The briefly seen interior of the spaceship in The Man From Planet X is also in Constructivist style. So is the metal artifact found on the moors, a large, trilaterally symmetric object that looks like a small rocket ship. Its mixture of triangles, a central linear axis, circular discs and complexly curving flanges is most delightful. Ulmer has his hero pick it up, and turn it and rotate it in different directions. This gives a quality of Kinetic Art to this piece.
Ulmer's film is contemporary with Robert Wise's The Day the Earth Stood Still (1951), which is also about a friendly alien who comes to Earth in a Constructivist spaceship.
The opening observatory scenes are not quite Constructivist. But they too are filled with complex machinery, which often is made up out of geometric regions: pretty close to the Constructivist style. The opening shot of a telescope is beautiful. There is some complex, mushroom shaped piece of machinery below, which makes complex flashing light effects. I have no idea if it is a real piece of astronomical machinery, or whether it is something made up for the film. In any case, it is fascinating to watch.
The next scene takes place in an observatory work room devoted to photography. Ulmer shoots this in his "frontal mode". The plane of the image is parallel to the back of the set, with the objects on the back wall making a beautifully organized frieze to support the composition. This is typical of this Ulmer approach. Here the objects are in two rows, a workbench and a higher shelf. Ulmer has some strings tied at an acute angle to the strong horizontals of the shelf and workbench. This adds some diagonals to the compositions. This set also reveals Ulmer's interest in lights that go on and off within a scene. The various photographic viewers are turned on and off by the characters, thus changing the lighting. At one point, the screen goes entirely black for a sequence, while the characters continue talking. It is a daring and unusual effect.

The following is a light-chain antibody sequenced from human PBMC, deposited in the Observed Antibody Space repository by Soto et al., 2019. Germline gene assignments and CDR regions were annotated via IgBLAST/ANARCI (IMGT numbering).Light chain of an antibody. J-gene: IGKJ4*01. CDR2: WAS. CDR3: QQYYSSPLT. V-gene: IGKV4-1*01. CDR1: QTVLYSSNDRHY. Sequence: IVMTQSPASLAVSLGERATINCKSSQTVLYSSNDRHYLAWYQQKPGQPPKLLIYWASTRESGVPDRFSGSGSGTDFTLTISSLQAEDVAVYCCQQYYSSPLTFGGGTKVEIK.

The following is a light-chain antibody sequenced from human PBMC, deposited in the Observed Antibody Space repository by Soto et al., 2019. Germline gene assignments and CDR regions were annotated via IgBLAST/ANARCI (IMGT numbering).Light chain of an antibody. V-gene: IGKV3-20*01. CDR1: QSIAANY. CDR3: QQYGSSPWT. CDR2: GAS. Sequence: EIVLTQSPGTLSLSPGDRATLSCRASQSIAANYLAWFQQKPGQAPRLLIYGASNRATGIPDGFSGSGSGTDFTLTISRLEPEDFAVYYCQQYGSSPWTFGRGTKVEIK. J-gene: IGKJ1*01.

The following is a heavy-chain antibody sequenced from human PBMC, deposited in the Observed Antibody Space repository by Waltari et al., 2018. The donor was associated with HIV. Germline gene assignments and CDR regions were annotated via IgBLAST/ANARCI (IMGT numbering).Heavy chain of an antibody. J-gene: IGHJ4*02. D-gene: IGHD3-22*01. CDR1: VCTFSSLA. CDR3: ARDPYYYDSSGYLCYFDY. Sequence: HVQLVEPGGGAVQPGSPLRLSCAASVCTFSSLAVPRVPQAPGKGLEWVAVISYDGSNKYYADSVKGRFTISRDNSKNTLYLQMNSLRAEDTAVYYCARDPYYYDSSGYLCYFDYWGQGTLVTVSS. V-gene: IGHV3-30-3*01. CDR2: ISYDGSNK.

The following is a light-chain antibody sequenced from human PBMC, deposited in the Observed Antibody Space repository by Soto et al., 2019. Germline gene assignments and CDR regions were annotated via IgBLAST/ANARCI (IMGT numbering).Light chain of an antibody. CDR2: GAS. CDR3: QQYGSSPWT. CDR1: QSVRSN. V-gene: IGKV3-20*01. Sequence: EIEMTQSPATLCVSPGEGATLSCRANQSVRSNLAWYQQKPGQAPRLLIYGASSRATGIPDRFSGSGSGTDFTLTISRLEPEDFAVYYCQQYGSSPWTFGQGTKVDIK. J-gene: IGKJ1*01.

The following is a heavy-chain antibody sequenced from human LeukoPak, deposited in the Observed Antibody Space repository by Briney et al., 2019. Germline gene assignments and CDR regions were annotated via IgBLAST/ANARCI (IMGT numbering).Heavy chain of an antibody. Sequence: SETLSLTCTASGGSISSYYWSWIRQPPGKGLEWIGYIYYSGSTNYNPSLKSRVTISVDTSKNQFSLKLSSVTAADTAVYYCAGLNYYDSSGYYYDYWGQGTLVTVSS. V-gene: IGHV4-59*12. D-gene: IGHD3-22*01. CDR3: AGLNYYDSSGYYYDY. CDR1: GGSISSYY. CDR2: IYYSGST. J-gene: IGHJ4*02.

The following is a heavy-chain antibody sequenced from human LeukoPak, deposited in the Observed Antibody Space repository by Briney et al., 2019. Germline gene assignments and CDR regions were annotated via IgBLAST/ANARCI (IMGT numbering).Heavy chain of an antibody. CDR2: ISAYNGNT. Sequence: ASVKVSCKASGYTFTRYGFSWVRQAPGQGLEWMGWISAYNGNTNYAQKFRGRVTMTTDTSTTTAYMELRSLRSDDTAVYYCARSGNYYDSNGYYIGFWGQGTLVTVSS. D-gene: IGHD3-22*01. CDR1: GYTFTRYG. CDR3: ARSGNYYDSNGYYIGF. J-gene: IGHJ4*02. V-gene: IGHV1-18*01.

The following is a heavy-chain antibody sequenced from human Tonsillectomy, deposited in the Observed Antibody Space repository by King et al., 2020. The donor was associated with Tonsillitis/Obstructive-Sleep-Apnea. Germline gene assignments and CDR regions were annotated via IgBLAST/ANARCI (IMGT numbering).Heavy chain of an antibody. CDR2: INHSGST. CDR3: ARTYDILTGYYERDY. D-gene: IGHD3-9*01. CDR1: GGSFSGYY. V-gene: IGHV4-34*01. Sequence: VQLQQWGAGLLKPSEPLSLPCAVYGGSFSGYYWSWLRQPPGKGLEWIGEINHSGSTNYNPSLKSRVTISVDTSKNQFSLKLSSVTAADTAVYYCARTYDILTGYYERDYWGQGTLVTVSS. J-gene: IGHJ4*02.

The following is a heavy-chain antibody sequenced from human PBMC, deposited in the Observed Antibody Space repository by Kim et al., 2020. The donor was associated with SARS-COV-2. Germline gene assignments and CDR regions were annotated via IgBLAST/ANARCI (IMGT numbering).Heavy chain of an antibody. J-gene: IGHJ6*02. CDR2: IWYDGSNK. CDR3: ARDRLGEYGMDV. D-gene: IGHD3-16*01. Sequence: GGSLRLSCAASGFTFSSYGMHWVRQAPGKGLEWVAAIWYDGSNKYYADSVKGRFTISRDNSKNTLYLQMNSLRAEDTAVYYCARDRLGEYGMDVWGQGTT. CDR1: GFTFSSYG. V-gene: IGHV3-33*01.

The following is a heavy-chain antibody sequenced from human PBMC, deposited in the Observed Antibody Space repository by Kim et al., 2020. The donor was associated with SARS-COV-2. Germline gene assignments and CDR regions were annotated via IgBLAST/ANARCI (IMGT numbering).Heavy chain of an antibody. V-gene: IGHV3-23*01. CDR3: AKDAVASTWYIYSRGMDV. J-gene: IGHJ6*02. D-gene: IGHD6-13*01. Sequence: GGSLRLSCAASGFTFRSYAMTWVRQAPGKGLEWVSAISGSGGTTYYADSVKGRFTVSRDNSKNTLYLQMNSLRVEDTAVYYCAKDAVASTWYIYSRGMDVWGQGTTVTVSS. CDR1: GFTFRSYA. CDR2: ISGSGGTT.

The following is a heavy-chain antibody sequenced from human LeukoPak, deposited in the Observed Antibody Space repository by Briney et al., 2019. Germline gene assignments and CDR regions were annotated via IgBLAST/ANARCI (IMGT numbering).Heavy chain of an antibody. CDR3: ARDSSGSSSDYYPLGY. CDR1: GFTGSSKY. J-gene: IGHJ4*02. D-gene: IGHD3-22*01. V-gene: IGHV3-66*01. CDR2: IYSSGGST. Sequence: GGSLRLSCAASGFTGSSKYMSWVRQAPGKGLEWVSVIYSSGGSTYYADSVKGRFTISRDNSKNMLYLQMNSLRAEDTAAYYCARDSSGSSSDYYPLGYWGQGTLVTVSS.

The other sets are in a different style. The Scottish castle and local village in the film remind one of the farm sets of Murnau's Sunrise (1927). The moor itself also looks somewhat like the marshlands surrounding the farm house in that film. The castle also recalls the architect's house in The Black Cat, at least in terms of plot, although it is in a very different visual style. In both films, we are at a remote location, a large house on which numerous eccentric and strange people converge, and which is the center of strange and unusual activity. In both films, we ultimately meet the unsophisticated local residents of the surrounding area.
The moor sets show a world enshrouded in continuous fog. They remind one of other outdoor foggy locations in Ulmer, such as the foggy walk at the start of Detour. The fog here is also as omnipresent as the snow in the mountain sequence in Murder Is My Beat (1955). These foggy sets have a poetic quality. They form a world largely made up out of light and atmospheric effects. These scenes are far more elaborate and sustained than the ones in Detour. Ulmer shows the foggy moor sets both by night and by day. They are equally fog enshrouded in both cases, but with different degrees and kinds of illumination. It is a beautiful effect.
Ulmer gets considerable mileage out of the flashing lights of the spaceship here too. This is truly a world made up out of light: a favorite Ulmer environment. The way the lights of the spaceship go on and off establishes both the main plot events of several scenes, and their visual style. One scene shows the hero and heroine mistaking the flashing lights off-camera for lightning, and discussing the same. Other scenes at the space ship itself have the ship's lights flashing on and off in different patterns. We see this in long shot, and later in medium shots. A sequence shows the professor looking right into the ship's portholes, with the flashing light alternating illuminating and darkening his face. The change of light here is the main event in the shot. Later, the top of the ship emits a spotlight that hypnotizes anyone whose face it strikes. This too is a dramatic lighting event. The spotlight can move around, at all different angles and directions. The moving spotlight, and the flashing lights from the portholes, establish the ship as a piece of Kinetic Art.